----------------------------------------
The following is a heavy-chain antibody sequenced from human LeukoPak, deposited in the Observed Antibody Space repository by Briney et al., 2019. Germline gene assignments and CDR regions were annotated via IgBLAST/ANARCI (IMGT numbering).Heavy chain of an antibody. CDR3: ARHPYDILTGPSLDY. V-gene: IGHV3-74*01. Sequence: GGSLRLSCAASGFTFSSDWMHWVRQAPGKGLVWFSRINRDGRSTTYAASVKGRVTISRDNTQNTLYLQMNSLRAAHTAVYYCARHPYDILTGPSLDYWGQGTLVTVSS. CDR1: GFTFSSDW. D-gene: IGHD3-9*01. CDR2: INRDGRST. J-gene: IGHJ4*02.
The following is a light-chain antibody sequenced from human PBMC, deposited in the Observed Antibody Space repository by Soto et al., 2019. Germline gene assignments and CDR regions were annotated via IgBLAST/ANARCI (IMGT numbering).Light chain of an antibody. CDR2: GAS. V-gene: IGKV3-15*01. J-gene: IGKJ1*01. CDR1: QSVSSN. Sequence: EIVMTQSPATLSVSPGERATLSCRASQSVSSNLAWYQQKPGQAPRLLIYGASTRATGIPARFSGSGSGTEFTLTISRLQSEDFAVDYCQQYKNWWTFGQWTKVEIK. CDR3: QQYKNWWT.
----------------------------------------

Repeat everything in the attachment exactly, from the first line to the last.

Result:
The following is a heavy-chain antibody sequenced from human LeukoPak, deposited in the Observed Antibody Space repository by Briney et al., 2019. Germline gene assignments and CDR regions were annotated via IgBLAST/ANARCI (IMGT numbering).Heavy chain of an antibody. CDR3: ARHPYDILTGPSLDY. V-gene: IGHV3-74*01. Sequence: GGSLRLSCAASGFTFSSDWMHWVRQAPGKGLVWFSRINRDGRSTTYAASVKGRVTISRDNTQNTLYLQMNSLRAAHTAVYYCARHPYDILTGPSLDYWGQGTLVTVSS. CDR1: GFTFSSDW. D-gene: IGHD3-9*01. CDR2: INRDGRST. J-gene: IGHJ4*02.
The following is a light-chain antibody sequenced from human PBMC, deposited in the Observed Antibody Space repository by Soto et al., 2019. Germline gene assignments and CDR regions were annotated via IgBLAST/ANARCI (IMGT numbering).Light chain of an antibody. CDR2: GAS. V-gene: IGKV3-15*01. J-gene: IGKJ1*01. CDR1: QSVSSN. Sequence: EIVMTQSPATLSVSPGERATLSCRASQSVSSNLAWYQQKPGQAPRLLIYGASTRATGIPARFSGSGSGTEFTLTISRLQSEDFAVDYCQQYKNWWTFGQWTKVEIK. CDR3: QQYKNWWT.